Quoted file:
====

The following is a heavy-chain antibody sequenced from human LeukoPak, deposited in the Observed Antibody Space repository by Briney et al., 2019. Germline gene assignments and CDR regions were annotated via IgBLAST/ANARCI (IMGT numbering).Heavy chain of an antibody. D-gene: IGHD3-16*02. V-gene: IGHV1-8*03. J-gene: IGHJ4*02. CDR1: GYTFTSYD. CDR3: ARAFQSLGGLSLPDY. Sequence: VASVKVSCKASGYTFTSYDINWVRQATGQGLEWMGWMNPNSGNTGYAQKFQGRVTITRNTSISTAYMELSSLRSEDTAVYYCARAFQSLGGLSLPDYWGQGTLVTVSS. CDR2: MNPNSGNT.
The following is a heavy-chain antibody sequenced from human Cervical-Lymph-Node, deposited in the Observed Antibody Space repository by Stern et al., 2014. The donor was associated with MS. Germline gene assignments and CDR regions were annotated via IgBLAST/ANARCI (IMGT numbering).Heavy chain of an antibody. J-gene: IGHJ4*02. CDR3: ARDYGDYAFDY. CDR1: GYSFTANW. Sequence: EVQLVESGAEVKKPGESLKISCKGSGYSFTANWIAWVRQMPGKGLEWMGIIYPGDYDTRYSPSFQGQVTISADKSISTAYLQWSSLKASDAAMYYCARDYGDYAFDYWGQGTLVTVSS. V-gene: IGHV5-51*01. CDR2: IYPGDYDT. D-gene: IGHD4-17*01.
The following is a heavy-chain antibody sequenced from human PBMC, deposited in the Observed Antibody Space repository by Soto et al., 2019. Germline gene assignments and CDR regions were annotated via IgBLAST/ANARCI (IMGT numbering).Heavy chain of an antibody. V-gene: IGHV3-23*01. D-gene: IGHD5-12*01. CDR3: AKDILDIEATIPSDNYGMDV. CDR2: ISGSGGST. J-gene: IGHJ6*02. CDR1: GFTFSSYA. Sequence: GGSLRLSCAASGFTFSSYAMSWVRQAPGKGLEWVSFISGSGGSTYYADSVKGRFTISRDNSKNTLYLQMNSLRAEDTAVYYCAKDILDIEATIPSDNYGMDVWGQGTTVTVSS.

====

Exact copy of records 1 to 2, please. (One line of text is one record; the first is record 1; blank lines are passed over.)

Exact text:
The following is a heavy-chain antibody sequenced from human LeukoPak, deposited in the Observed Antibody Space repository by Briney et al., 2019. Germline gene assignments and CDR regions were annotated via IgBLAST/ANARCI (IMGT numbering).Heavy chain of an antibody. D-gene: IGHD3-16*02. V-gene: IGHV1-8*03. J-gene: IGHJ4*02. CDR1: GYTFTSYD. CDR3: ARAFQSLGGLSLPDY. Sequence: VASVKVSCKASGYTFTSYDINWVRQATGQGLEWMGWMNPNSGNTGYAQKFQGRVTITRNTSISTAYMELSSLRSEDTAVYYCARAFQSLGGLSLPDYWGQGTLVTVSS. CDR2: MNPNSGNT.
The following is a heavy-chain antibody sequenced from human Cervical-Lymph-Node, deposited in the Observed Antibody Space repository by Stern et al., 2014. The donor was associated with MS. Germline gene assignments and CDR regions were annotated via IgBLAST/ANARCI (IMGT numbering).Heavy chain of an antibody. J-gene: IGHJ4*02. CDR3: ARDYGDYAFDY. CDR1: GYSFTANW. Sequence: EVQLVESGAEVKKPGESLKISCKGSGYSFTANWIAWVRQMPGKGLEWMGIIYPGDYDTRYSPSFQGQVTISADKSISTAYLQWSSLKASDAAMYYCARDYGDYAFDYWGQGTLVTVSS. V-gene: IGHV5-51*01. CDR2: IYPGDYDT. D-gene: IGHD4-17*01.